The design of effective public digital organizations πŸ’ͺ

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Hatched by Glasp

Jul 17, 2023

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The design of effective public digital organizations πŸ’ͺ

Society needs effective public organizations, and in today's digital age, it is crucial for these organizations to also be digitally effective. The concept of transparency is key here, as public works should be equally, if not more, accountable for their performance than private organizations. In order to achieve this, public digital organizations must prioritize consistent product innovation, just like strong tech-product companies do.

When we talk about consistent product innovation, we mean constantly creating new value for customers and for the business as a whole. This goes beyond simply tweaking and optimizing existing products, also known as value capture. It involves developing each product to reach its full potential. Marty Cagan, a renowned product management expert, emphasizes the importance of this approach.

To build successful digital products, long-lived multi-disciplinary teams are essential. These teams should have the power to shape their own work, making them empowered product teams. The ability to translate organizational strategy into actionable plans that multiple product teams can efficiently execute on is one of the critical functions of product management. An executive team designed consciously to support empowered product teams is more likely to be successful than one that is designed around other goals.

Empowered product teams take vertical responsibility for delivering value to customers. They are focused on creating products that meet the needs and expectations of users. On the other hand, functions within the organization take horizontal responsibility for building organizational capability. By dividing responsibilities in this way, the organization can achieve a balance between delivering value and building a strong internal foundation.

Interestingly, the approach taken by Apple in its organizational design aligns with the principles of empowered product teams. Steve Jobs, in his first year returning as CEO, made significant changes to Apple's structure. He laid off the general managers of all the business units, combined the functional departments, and put the entire company under one profit and loss statement (P&L). This consolidation allowed Apple to streamline its operations and foster innovation.

In a recent move, Apple announced a new initiative called Mail Privacy Protection. This initiative aims to protect users by stopping senders from using invisible tracking pixels within emails to collect information. By banning this tracking practice, Apple is taking a stand against invasive tracking practices and prioritizing user privacy.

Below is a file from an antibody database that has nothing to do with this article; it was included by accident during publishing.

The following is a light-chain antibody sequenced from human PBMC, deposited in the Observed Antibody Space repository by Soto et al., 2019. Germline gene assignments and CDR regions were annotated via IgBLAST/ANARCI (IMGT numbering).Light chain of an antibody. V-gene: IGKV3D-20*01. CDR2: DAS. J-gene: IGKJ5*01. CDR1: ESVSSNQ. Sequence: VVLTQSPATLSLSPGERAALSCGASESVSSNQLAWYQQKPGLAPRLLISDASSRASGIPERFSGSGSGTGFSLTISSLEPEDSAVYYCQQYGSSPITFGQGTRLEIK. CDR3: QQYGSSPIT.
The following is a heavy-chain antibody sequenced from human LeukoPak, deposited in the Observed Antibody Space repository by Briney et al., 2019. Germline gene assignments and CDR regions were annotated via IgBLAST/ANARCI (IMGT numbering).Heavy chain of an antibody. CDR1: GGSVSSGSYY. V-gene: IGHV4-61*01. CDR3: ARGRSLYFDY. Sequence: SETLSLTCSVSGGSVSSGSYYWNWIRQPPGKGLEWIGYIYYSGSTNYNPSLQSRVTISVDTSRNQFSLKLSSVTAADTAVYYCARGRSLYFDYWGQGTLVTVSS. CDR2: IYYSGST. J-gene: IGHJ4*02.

While this move may seem like a simple privacy measure, it also has implications for newsletter senders, particularly those who rely on tracking pixels to gather data about their subscribers. These tracking pixels provide valuable insights such as the number of email opens, the frequency of opens, and the timing of opens. This data helps tailor content to users' preferences and interests, enhancing the overall user experience.

The clash between Apple's Mail Privacy Protection and the email tracking practices of newsletter senders highlights the tension between privacy and personalization. On one hand, users value their privacy and want to protect their online activity from being monitored. On the other hand, personalized content and experiences are highly valued by users and contribute to the success of newsletters.

So, what can public digital organizations learn from Apple's approach and the clash with newsletter senders? Here are three actionable pieces of advice:

  • 1. Prioritize user privacy: Just like Apple, public digital organizations should make user privacy a top priority. By implementing measures to protect user data and prevent invasive tracking practices, these organizations can build trust with their users and ensure their digital products are designed with privacy in mind.
  • 2. Foster empowered product teams: Public digital organizations should embrace the concept of empowered product teams. By giving these teams the autonomy and authority to shape their own work, organizations can foster innovation and deliver products that truly meet the needs of their users.
  • 3. Balance value delivery and organizational capability: It's essential for public digital organizations to find a balance between delivering value to customers and building their internal capabilities. This requires dividing responsibilities between empowered product teams and functions within the organization. By doing so, organizations can ensure both customer satisfaction and organizational growth.

In conclusion, effective public digital organizations are crucial for the betterment of society. By embracing transparency, consistent product innovation, and empowered product teams, these organizations can deliver value to their users while maintaining accountability. Apple's approach in organizational design and its recent clash with newsletter senders serves as a valuable lesson for public digital organizations to prioritize user privacy, foster empowerment, and achieve a balance between value delivery and organizational capability.

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